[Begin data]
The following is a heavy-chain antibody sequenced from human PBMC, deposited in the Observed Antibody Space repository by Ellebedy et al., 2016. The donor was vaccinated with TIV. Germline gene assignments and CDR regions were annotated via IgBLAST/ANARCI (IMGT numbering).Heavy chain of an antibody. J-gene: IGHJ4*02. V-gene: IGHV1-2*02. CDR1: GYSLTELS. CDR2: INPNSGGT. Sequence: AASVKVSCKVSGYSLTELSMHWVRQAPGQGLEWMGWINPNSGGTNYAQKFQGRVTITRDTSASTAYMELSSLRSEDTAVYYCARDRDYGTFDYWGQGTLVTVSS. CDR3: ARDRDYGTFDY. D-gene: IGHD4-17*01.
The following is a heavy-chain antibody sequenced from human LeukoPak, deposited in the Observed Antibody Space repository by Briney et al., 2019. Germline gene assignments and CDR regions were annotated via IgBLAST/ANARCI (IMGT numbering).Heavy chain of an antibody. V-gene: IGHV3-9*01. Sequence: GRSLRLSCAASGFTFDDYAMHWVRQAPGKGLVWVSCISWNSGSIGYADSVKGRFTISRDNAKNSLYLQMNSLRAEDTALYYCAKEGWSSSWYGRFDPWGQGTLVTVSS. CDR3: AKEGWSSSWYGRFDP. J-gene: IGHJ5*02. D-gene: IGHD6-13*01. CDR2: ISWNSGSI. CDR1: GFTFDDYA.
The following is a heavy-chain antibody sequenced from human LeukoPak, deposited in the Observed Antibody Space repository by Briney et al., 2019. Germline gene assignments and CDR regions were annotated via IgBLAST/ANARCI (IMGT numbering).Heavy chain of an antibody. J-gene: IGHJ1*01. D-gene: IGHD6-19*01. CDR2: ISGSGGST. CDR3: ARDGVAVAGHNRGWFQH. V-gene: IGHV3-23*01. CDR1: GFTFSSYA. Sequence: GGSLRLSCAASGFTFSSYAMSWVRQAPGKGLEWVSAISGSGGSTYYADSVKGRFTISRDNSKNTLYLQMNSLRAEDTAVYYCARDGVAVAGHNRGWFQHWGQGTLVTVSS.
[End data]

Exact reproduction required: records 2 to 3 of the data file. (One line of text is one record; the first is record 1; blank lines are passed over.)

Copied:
The following is a heavy-chain antibody sequenced from human LeukoPak, deposited in the Observed Antibody Space repository by Briney et al., 2019. Germline gene assignments and CDR regions were annotated via IgBLAST/ANARCI (IMGT numbering).Heavy chain of an antibody. V-gene: IGHV3-9*01. Sequence: GRSLRLSCAASGFTFDDYAMHWVRQAPGKGLVWVSCISWNSGSIGYADSVKGRFTISRDNAKNSLYLQMNSLRAEDTALYYCAKEGWSSSWYGRFDPWGQGTLVTVSS. CDR3: AKEGWSSSWYGRFDP. J-gene: IGHJ5*02. D-gene: IGHD6-13*01. CDR2: ISWNSGSI. CDR1: GFTFDDYA.
The following is a heavy-chain antibody sequenced from human LeukoPak, deposited in the Observed Antibody Space repository by Briney et al., 2019. Germline gene assignments and CDR regions were annotated via IgBLAST/ANARCI (IMGT numbering).Heavy chain of an antibody. J-gene: IGHJ1*01. D-gene: IGHD6-19*01. CDR2: ISGSGGST. CDR3: ARDGVAVAGHNRGWFQH. V-gene: IGHV3-23*01. CDR1: GFTFSSYA. Sequence: GGSLRLSCAASGFTFSSYAMSWVRQAPGKGLEWVSAISGSGGSTYYADSVKGRFTISRDNSKNTLYLQMNSLRAEDTAVYYCARDGVAVAGHNRGWFQHWGQGTLVTVSS.